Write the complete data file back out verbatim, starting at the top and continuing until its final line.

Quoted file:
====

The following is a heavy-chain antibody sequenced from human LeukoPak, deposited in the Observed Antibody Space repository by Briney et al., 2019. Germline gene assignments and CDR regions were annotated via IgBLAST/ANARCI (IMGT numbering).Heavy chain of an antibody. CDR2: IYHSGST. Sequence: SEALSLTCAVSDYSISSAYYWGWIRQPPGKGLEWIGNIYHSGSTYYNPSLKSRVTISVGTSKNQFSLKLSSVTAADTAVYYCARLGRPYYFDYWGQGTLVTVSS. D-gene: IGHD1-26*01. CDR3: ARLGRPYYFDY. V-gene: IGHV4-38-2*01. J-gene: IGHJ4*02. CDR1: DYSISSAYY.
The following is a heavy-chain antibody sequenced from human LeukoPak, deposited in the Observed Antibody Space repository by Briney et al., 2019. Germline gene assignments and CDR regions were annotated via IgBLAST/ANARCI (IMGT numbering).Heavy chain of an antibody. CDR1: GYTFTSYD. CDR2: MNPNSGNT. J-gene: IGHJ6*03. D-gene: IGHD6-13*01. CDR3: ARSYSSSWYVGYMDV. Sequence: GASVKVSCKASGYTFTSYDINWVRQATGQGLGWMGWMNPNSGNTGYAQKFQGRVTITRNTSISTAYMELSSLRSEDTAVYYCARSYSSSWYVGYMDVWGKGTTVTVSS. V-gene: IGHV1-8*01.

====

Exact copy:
The following is a heavy-chain antibody sequenced from human LeukoPak, deposited in the Observed Antibody Space repository by Briney et al., 2019. Germline gene assignments and CDR regions were annotated via IgBLAST/ANARCI (IMGT numbering).Heavy chain of an antibody. CDR2: IYHSGST. Sequence: SEALSLTCAVSDYSISSAYYWGWIRQPPGKGLEWIGNIYHSGSTYYNPSLKSRVTISVGTSKNQFSLKLSSVTAADTAVYYCARLGRPYYFDYWGQGTLVTVSS. D-gene: IGHD1-26*01. CDR3: ARLGRPYYFDY. V-gene: IGHV4-38-2*01. J-gene: IGHJ4*02. CDR1: DYSISSAYY.
The following is a heavy-chain antibody sequenced from human LeukoPak, deposited in the Observed Antibody Space repository by Briney et al., 2019. Germline gene assignments and CDR regions were annotated via IgBLAST/ANARCI (IMGT numbering).Heavy chain of an antibody. CDR1: GYTFTSYD. CDR2: MNPNSGNT. J-gene: IGHJ6*03. D-gene: IGHD6-13*01. CDR3: ARSYSSSWYVGYMDV. Sequence: GASVKVSCKASGYTFTSYDINWVRQATGQGLGWMGWMNPNSGNTGYAQKFQGRVTITRNTSISTAYMELSSLRSEDTAVYYCARSYSSSWYVGYMDVWGKGTTVTVSS. V-gene: IGHV1-8*01.